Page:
Do you believe that if you could just increase your income a bit, it would solve all of your money problems? What would you say if I told you that it was untrue? Many families that earn an excellent income still find themselves short of funds on a regular basis. More money would not solve the problems for most people. Money management may be your answer.
For most people who find themselves a little short of cash just before payday, the truth is that they have a money management problem. People tend to set spending priorities with little or no consideration for their income. Remember the old saw, “He has Champagne tastes on a beer income?” Does that apply to you?
Can You Afford Your Current Lifestlyle?
What you want, and what you can afford, may not be the same. Almost everyone knows that a multi-million dollar home or that $250,000 Lamborghini is beyond their income, or at least they should know this. However, very few people realize that a modest home or a new Ford may also be beyond their means. Unless of course they learn to manage their money.
The popular practice currently is to borrow the money to pay for our purchases. We heap ever increasing amounts on our credit cards. All with the hope that our next raise will come through; that we are not going to be unemployed for some reason; and we will be magically able to pay off our debts. Life doesn’t always work that way as most of us eventually discover. Covid-19 has been a big wake-up call for many who are now so deep in debt that they may never get out. Are you one of them? Then a money management plan can certainly be of help.
“Unless you control your spending, making more money won’t help.
You’ll just end up with bigger payments.”
When my wife and I were first married, we decided that we wanted to raise our children in our own home in a decent neighbourhood. Although were were both working at the time, we calculated our budget based on only one of us working. It was obvious that we would never be able to purchase a house with only one income. We decided to manage our money to allow us to save as much money as possible each month. These savings were to help defray the cost of purchasing a home in the future.
The price of houses was increasing dramatically at the time. And we concluded quickly that we could eventually have a small down payment for a home. We would never, however, be able to afford the mortgage, taxes, utilities, etc. that come with a home. To say the least, we were quite depressed about the situation.
One day while visiting family and lamenting our inability to afford a home, my grandmother spoke up. She told us that we needed to manage our money and our expectations to reach our goals. “Do what your grandfather and I did,” she said. Only then did I remember that my grandparents had for years rented out a suite in the basement of their home.
We immediately started searching for a home in a decent neighbourhood, but added in the requirement for an income generating suite. Eventually, we found one in our price bracket, made an offer and soon purchased the home. Realizing that the main floor suite would earn a lot more income than the basement suite, we decided to live in the basement of our own home for several years.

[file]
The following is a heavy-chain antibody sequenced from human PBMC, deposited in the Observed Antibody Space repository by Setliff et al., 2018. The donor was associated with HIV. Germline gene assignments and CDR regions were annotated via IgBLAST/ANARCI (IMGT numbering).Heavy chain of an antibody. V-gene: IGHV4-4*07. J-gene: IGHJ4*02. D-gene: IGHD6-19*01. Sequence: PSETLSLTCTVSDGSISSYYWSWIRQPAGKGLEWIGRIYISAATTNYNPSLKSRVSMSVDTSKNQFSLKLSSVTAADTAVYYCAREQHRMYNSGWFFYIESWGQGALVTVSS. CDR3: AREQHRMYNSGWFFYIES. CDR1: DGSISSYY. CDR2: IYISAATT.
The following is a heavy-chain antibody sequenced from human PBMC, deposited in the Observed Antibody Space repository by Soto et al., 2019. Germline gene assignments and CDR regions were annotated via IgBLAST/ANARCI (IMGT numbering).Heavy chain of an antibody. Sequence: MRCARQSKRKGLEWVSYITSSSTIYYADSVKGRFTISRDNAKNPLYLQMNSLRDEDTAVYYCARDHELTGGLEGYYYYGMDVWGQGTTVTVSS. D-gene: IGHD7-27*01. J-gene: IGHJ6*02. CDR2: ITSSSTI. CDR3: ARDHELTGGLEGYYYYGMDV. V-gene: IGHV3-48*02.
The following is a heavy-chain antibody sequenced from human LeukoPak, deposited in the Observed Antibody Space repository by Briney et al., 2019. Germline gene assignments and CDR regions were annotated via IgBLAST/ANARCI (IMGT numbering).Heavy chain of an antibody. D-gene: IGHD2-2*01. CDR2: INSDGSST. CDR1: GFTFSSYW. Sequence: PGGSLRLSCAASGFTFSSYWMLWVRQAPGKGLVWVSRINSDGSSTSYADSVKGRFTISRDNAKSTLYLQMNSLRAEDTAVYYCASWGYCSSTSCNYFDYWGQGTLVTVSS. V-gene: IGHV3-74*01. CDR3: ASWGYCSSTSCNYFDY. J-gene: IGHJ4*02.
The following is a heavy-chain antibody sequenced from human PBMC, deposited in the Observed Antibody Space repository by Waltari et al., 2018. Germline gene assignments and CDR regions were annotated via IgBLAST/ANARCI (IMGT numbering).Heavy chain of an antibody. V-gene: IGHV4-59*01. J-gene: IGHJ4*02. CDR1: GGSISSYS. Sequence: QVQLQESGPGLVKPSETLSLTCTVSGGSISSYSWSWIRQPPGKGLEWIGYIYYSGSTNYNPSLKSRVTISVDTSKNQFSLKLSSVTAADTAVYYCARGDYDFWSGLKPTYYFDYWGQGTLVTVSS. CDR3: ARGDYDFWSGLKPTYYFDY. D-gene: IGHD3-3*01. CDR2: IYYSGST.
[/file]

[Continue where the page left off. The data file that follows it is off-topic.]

All of this planning paid off because shortly thereafter, my wife became pregnant. She was soon required to quit her job, yep, that was the rule in those days. We were reduced to one income, but because we had managed our money for this eventuality, we were fine financially. With only one salary, we were able to pay all of bills and when my salary had risen a bit, we were able to move upstairs in our home.
All of this time, we drove my old car. It was ten years old when I bought it several years before we got married. We babied it until it finally died. A new car was out of the question. As a matter of fact, we couldn’t even afford a safe used one. We went without a car for a couple of years until we could afford to pay cash for a used one in good shape. It was a nuisance to be without a car, but we survived.
During this time, we had managed our money carefully, but still had no money for frills. We couldn’t afford a baby-sitter, a few beer for the weekend, new clothes, a vacation, restaurant meals, etc. But we were determined, and after a few years, we were able to sell our house for a nice profit, and buy a home without an income suite. Later, after much saving, we were able to buy a new car for cash (a mistake, but more in another article).
Lest you think otherwise, we were very happy during those frugal years. We had goals, and we worked as a team towards them. Over time, our finances improved greatly and we were able to afford nice family vacations – Disney World and Disneyland for the kids, museums and historical sites for the adults.
We have maintained our frugal mindset and money management practices to this day. Now, in retirement, we can afford to travel, well mostly cruise, and see the world. We had scheduled trips to China and the British Isles for 2020, but Covid-19 obviously cancelled those plans. When things clear up, we are ready to go.
If you think that you are perpetually short of money, examine where your money goes. Is it helping you to get where you want to go? Is your problem an income or outgo one? You can find out by employing the free Budget Tracker at the end of this post.
Read my article Four Reasons Why Budget Isn’t a Bad Word for more on this subject.
Please comment below and let me know what you think about this topic.
As always, I am not a qualified financial advisor. I just relate financial management to my own experience which may not resemble yours at all. Advice is frequently worth exactly what you paid for it. Most of mine came from expensive experiences.